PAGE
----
Responding to critics, PM says army given full support to quell terror
Netanyahu says cameras will be installed across West Bank, day after ministers attend rally critical of government response to wave of violence
Prime Minister Benjamin Netanyahu on Tuesday responded to calls from the right flank of his party, including several of his ministers, urging him to toughen measures against Palestinian violence, saying he has given the army full support to crack down on terror.
The comments by Netanyahu came a day after thousands of people rallied outside his official residence and criticized the government’s handling of a recent surge in Palestinian terror attacks. Among the attendees were a number of politicians who are part of Netanyahu’s coalition, including some cabinet members.
“We will break this wave of terror as we have broken previous waves of terror,” he said during a tour in the West Bank to visit the site of a fatal shooting last Thursday in which Eitam Henkin and his wife Naama were shot dead in front of their children by Palestinian terrorists. “There is no doubt here about giving the army wide support and everyone knows that, including those who claim the opposite.”
Netanyahu noted that security plans would see cameras installed along highways throughout the West Bank, backed up by aerial surveillance monitored by command centers.
He told reporters the country’s top security echelon had decided to “significantly increase active protection” on Israel’s streets.
“The intention is to use all means available to the State of Israel — it’s a very powerful nation in terms of its army, its security forces and its technology — to significantly increase its security on the streets.”
While he declared safety on Israel’s road the “main problem,” he also vowed to drastically reduce terror attacks carried out against pedestrians.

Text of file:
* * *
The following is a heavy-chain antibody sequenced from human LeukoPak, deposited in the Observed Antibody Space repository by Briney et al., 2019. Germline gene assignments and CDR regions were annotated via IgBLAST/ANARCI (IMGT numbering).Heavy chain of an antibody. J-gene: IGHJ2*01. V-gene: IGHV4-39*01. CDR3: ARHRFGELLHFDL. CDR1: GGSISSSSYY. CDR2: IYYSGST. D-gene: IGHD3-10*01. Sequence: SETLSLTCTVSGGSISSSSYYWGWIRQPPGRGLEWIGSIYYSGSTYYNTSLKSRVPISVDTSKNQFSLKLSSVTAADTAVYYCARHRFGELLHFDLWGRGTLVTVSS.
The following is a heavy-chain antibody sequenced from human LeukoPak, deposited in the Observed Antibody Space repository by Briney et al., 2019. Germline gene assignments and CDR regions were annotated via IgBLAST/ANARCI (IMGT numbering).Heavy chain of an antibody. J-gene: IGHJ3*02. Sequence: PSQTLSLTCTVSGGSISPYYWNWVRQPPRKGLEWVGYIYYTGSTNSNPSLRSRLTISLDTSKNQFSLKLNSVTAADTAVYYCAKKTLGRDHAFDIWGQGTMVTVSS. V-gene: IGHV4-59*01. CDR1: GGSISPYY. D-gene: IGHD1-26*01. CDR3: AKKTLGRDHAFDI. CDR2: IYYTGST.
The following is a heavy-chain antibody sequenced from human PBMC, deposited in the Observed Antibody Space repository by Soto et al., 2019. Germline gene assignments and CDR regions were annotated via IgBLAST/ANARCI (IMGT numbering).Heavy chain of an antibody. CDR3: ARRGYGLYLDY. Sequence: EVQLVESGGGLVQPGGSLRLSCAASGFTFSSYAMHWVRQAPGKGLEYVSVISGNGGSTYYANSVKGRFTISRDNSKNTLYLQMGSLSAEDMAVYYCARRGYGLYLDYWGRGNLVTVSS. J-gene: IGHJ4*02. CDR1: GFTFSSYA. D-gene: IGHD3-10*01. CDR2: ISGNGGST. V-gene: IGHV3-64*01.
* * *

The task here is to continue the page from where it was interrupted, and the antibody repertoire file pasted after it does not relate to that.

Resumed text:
Netanyahu has made several statements in the last several days vowing to quell Palestinian violence amid a string of terror attacks and daily clashes in the West Bank and East Jerusalem, in what some have begun to term a Third Intifada.
Social Affairs Minister Haim Katz and Absorption Minister Ze’ev Elkin, both from Netanyahu’s Likud faction, denied they were protesting against the prime minister and explained the gathering as a show of support for sterner security measures by the government rather than an expression of dissatisfaction, Channel 2 reported.
During the event, the crowds demanded that Netanyahu do more to counter the rising Palestinian violence.
Katz, who had addressed the crowd of thousands, said the gathering was “not a demonstration at all” and explained he had been invited to take part in closing celebrations for the week-long Sukkot festival that ended that evening and which were also part of the event.
“He [Netanyahu] is the only leader in the Israeli Knesset at the moment who can provide an answer to the security and settlement needs of Israel,” he said. “The things that I said I didn’t say personally to the prime minister, because I haven’t met with him recently.”
Elkin said he was only there to hear what the public had to say.
“His role as a public representative is to listen to the public, that is what the Minister Elkin did,” an unnamed source told Channel 2.
Other politicians also attended the rally, which drew an estimated 10,000 people.
Tourism Minister Yariv Levin also spoke to the crowds, and branded Palestinian Authority President Mahmoud Abbas a terrorist who had no desire for peace.
The gathering came after a spate of Palestinian stabbing and shooting attacks that left four Israelis dead since last Thursday. Violent protests by Palestinians in East Jerusalem and the West Bank have increased over the past few weeks focusing on tensions at the Temple Mount complex in the Old City of Jerusalem.
Netanyahu convened his security cabinet Monday night to discuss measures to counter the escalation of the Palestinian conflict, and said he was sending thousands of additional police and soldiers into Jerusalem and West Bank areas in order to restore security for Israel.
He said Tuesday he had asked the government’s legal adviser to find ways to punish people who incite against Israel on social media.
“I am not willing to accept that Israeli citizens join in this incitement,” he said. “I can’t accept that in Israeli soccer stadiums the state of Israel the flags of the PLO and even Hamas are being waved, and that people spit on policemen. I don’t accept this from Jews, not from Israeli Arabs – from nobody.”